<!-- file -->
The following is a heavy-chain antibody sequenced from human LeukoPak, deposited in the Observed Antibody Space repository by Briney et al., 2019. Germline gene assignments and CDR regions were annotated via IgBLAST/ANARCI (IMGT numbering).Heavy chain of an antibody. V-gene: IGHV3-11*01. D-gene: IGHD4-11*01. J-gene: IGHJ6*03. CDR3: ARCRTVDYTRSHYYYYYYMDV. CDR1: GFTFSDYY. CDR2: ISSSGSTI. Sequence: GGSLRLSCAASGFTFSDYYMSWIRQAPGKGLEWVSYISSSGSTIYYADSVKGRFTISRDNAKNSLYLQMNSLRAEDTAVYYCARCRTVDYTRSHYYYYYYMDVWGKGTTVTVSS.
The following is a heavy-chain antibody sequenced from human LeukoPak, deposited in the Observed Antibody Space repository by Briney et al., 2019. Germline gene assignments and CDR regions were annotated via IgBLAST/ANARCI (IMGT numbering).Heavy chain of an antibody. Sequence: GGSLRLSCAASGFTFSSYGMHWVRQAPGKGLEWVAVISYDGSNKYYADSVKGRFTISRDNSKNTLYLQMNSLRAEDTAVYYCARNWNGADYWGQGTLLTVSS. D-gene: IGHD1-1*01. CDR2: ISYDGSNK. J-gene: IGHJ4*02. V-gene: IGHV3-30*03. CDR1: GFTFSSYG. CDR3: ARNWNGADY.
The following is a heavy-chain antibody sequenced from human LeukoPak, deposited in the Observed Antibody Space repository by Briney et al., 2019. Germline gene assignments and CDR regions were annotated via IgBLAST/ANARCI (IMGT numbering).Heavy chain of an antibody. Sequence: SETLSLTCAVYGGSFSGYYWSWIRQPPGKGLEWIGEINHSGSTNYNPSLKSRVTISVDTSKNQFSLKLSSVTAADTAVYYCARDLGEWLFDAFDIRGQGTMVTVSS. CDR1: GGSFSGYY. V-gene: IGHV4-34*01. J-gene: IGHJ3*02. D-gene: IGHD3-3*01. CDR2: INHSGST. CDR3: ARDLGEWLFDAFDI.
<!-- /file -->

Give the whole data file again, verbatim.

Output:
The following is a heavy-chain antibody sequenced from human LeukoPak, deposited in the Observed Antibody Space repository by Briney et al., 2019. Germline gene assignments and CDR regions were annotated via IgBLAST/ANARCI (IMGT numbering).Heavy chain of an antibody. V-gene: IGHV3-11*01. D-gene: IGHD4-11*01. J-gene: IGHJ6*03. CDR3: ARCRTVDYTRSHYYYYYYMDV. CDR1: GFTFSDYY. CDR2: ISSSGSTI. Sequence: GGSLRLSCAASGFTFSDYYMSWIRQAPGKGLEWVSYISSSGSTIYYADSVKGRFTISRDNAKNSLYLQMNSLRAEDTAVYYCARCRTVDYTRSHYYYYYYMDVWGKGTTVTVSS.
The following is a heavy-chain antibody sequenced from human LeukoPak, deposited in the Observed Antibody Space repository by Briney et al., 2019. Germline gene assignments and CDR regions were annotated via IgBLAST/ANARCI (IMGT numbering).Heavy chain of an antibody. Sequence: GGSLRLSCAASGFTFSSYGMHWVRQAPGKGLEWVAVISYDGSNKYYADSVKGRFTISRDNSKNTLYLQMNSLRAEDTAVYYCARNWNGADYWGQGTLLTVSS. D-gene: IGHD1-1*01. CDR2: ISYDGSNK. J-gene: IGHJ4*02. V-gene: IGHV3-30*03. CDR1: GFTFSSYG. CDR3: ARNWNGADY.
The following is a heavy-chain antibody sequenced from human LeukoPak, deposited in the Observed Antibody Space repository by Briney et al., 2019. Germline gene assignments and CDR regions were annotated via IgBLAST/ANARCI (IMGT numbering).Heavy chain of an antibody. Sequence: SETLSLTCAVYGGSFSGYYWSWIRQPPGKGLEWIGEINHSGSTNYNPSLKSRVTISVDTSKNQFSLKLSSVTAADTAVYYCARDLGEWLFDAFDIRGQGTMVTVSS. CDR1: GGSFSGYY. V-gene: IGHV4-34*01. J-gene: IGHJ3*02. D-gene: IGHD3-3*01. CDR2: INHSGST. CDR3: ARDLGEWLFDAFDI.